Wednesday, July 7, 2010

Students Help Save Sea Turtles, Forever

Costa Rica Outward Bound students heading to Playa Avellanas this summer will be making a big difference for Costa Rica's sea turtle population.  While "turtle season" does not really begin until eggs are laid around September and October, there is a lot of work to do for aiding their conservation.

Recently Laura Statesir, our Program Director, contacted Marc Ward from an organization called Sea Turtles Forever (Tortugas Para Siempre en espaƱol) which aids in sea turtle conservation efforts year-round.  She was looking for some environmental philanthropy for our beach-bound students, and to her happy surprise, Marc agreed, noting:
"I love what you guys do... very cool program and important these days to facilitate young people on their path....  My niece did Outward Bound... and loved it."
Laura and Marc then began discussing possible service projects for all of our students heading to Guanacaste province, and planned for our students' to help with their Habitat Restoration Project.

Marc & Rachel Ward, founders of Sea Turtles Forever in 2001, noted some key problems inhibiting Costa Rica's sea turtle population growth:
  • poachers stealing eggs 
  • a lot of fishing line: very destructive to many forms of wildlife
  • extremely large amount of trash: harmful to turtles that eat it; deadly to hermit crabs that kill themselves by crawling into open containers with water (the morning sun boils it) 
During turtle season, STF combats the poachers by doing night patrols with the goal of scaring off the poachers and collecting turtle eggs (to harvest them).  But during the off-season, there is a much larger project to be done: The Marine Plastics Survey.  This is where Costa Rica Outward Bound students come in.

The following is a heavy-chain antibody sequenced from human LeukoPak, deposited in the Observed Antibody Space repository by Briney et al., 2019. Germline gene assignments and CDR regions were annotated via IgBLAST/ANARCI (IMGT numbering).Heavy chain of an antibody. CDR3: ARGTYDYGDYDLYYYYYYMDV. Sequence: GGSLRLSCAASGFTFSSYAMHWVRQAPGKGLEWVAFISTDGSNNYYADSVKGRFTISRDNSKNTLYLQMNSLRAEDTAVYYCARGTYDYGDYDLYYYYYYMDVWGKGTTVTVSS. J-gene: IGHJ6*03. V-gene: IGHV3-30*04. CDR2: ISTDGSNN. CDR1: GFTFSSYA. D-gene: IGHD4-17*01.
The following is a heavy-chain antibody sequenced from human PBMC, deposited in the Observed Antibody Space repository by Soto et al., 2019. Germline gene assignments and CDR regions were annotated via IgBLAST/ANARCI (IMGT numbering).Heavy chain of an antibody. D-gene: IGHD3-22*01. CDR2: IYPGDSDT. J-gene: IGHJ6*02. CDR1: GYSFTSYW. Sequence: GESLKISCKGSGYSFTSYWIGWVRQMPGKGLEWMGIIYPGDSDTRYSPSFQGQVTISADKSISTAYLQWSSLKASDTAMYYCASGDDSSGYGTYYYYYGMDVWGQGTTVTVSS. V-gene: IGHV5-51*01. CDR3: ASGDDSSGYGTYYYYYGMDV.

In this Marine Plastics Survey, Sea Turtles Forever hopes to prove that the area in Northwest Costa Rica is a plastics sink: an area where trash - dumped from all over the world - collects after getting picked up by currents.  By doing so, they are not only cleaning up beaches to help the populations from decreasing year after year, but they are also bringing attention to the area for further efforts to improve the situation.

Volunteers will work to not only clean up a 100-meter stretch of beach, but also to document and clean everything they find.  As you might imagine, this can be quite time-consuming.  Marc and his main patroller, Joey Beshore, are incredibly excited about Costa Rica Outward Bound's ability to make this project possible.

Why is so much importance placed on this species?  Sea turtle biologists have proved that protection of sea turtles is vital to the world’s ecology because of their broad migration patterns.  Well that, and we can all agree how adorable they are.  You can see it on the face of Hannah Curran (shown top right) who participated in helping newly-hatched turtles during our Water &; Wave Semester course last December.

Those two facts alone are enough to make our students love the idea of keeping sea turtles alive forever.

To learn more about this project and their efforts, contact Marc or Rachel Ward at or 1-503-739-1446.

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